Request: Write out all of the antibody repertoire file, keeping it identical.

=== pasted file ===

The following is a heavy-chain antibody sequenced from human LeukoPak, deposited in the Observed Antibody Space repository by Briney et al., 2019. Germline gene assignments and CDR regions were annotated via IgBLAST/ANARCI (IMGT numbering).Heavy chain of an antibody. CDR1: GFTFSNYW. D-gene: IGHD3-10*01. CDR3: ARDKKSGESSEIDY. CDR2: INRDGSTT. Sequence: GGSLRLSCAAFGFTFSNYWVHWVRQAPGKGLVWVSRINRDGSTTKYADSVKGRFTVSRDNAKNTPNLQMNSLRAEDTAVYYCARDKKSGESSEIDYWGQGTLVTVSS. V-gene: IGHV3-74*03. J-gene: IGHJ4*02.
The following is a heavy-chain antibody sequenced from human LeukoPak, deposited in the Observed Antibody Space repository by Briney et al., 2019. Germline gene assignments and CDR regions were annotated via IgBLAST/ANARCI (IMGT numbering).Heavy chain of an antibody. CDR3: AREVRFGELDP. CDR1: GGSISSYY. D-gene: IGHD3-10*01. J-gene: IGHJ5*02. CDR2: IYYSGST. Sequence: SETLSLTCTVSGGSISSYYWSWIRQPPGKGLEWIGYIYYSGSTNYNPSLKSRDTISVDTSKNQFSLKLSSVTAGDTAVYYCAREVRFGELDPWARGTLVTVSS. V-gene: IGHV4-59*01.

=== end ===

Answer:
The following is a heavy-chain antibody sequenced from human LeukoPak, deposited in the Observed Antibody Space repository by Briney et al., 2019. Germline gene assignments and CDR regions were annotated via IgBLAST/ANARCI (IMGT numbering).Heavy chain of an antibody. CDR1: GFTFSNYW. D-gene: IGHD3-10*01. CDR3: ARDKKSGESSEIDY. CDR2: INRDGSTT. Sequence: GGSLRLSCAAFGFTFSNYWVHWVRQAPGKGLVWVSRINRDGSTTKYADSVKGRFTVSRDNAKNTPNLQMNSLRAEDTAVYYCARDKKSGESSEIDYWGQGTLVTVSS. V-gene: IGHV3-74*03. J-gene: IGHJ4*02.
The following is a heavy-chain antibody sequenced from human LeukoPak, deposited in the Observed Antibody Space repository by Briney et al., 2019. Germline gene assignments and CDR regions were annotated via IgBLAST/ANARCI (IMGT numbering).Heavy chain of an antibody. CDR3: AREVRFGELDP. CDR1: GGSISSYY. D-gene: IGHD3-10*01. J-gene: IGHJ5*02. CDR2: IYYSGST. Sequence: SETLSLTCTVSGGSISSYYWSWIRQPPGKGLEWIGYIYYSGSTNYNPSLKSRDTISVDTSKNQFSLKLSSVTAGDTAVYYCAREVRFGELDPWARGTLVTVSS. V-gene: IGHV4-59*01.